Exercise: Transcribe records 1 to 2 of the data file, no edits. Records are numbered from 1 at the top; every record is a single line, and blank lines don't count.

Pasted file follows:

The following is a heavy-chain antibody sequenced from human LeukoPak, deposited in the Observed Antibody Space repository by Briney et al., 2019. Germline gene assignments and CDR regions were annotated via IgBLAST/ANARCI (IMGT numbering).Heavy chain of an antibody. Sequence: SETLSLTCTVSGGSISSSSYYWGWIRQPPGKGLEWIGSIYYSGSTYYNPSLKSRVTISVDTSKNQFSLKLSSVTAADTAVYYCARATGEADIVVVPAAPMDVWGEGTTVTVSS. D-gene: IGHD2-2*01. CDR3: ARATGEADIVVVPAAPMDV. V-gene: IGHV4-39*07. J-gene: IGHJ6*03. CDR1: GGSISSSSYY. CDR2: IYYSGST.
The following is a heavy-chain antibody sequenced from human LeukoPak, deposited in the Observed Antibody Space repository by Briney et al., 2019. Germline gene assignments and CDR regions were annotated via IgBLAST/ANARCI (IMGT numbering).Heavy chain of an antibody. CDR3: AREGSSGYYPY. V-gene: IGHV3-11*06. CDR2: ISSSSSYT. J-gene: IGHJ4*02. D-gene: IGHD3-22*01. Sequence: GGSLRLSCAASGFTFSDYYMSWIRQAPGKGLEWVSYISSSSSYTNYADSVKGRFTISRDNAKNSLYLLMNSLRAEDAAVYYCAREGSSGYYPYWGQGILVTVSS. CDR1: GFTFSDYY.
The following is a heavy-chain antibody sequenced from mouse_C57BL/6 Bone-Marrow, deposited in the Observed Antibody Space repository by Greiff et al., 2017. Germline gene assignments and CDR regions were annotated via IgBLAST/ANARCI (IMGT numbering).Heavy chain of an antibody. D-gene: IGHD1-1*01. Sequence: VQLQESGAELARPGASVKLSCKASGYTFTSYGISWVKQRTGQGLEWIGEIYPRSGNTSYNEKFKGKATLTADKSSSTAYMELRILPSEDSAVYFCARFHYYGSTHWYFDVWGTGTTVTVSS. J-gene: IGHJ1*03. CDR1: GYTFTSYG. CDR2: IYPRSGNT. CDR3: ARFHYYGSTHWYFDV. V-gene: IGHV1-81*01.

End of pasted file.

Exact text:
The following is a heavy-chain antibody sequenced from human LeukoPak, deposited in the Observed Antibody Space repository by Briney et al., 2019. Germline gene assignments and CDR regions were annotated via IgBLAST/ANARCI (IMGT numbering).Heavy chain of an antibody. Sequence: SETLSLTCTVSGGSISSSSYYWGWIRQPPGKGLEWIGSIYYSGSTYYNPSLKSRVTISVDTSKNQFSLKLSSVTAADTAVYYCARATGEADIVVVPAAPMDVWGEGTTVTVSS. D-gene: IGHD2-2*01. CDR3: ARATGEADIVVVPAAPMDV. V-gene: IGHV4-39*07. J-gene: IGHJ6*03. CDR1: GGSISSSSYY. CDR2: IYYSGST.
The following is a heavy-chain antibody sequenced from human LeukoPak, deposited in the Observed Antibody Space repository by Briney et al., 2019. Germline gene assignments and CDR regions were annotated via IgBLAST/ANARCI (IMGT numbering).Heavy chain of an antibody. CDR3: AREGSSGYYPY. V-gene: IGHV3-11*06. CDR2: ISSSSSYT. J-gene: IGHJ4*02. D-gene: IGHD3-22*01. Sequence: GGSLRLSCAASGFTFSDYYMSWIRQAPGKGLEWVSYISSSSSYTNYADSVKGRFTISRDNAKNSLYLLMNSLRAEDAAVYYCAREGSSGYYPYWGQGILVTVSS. CDR1: GFTFSDYY.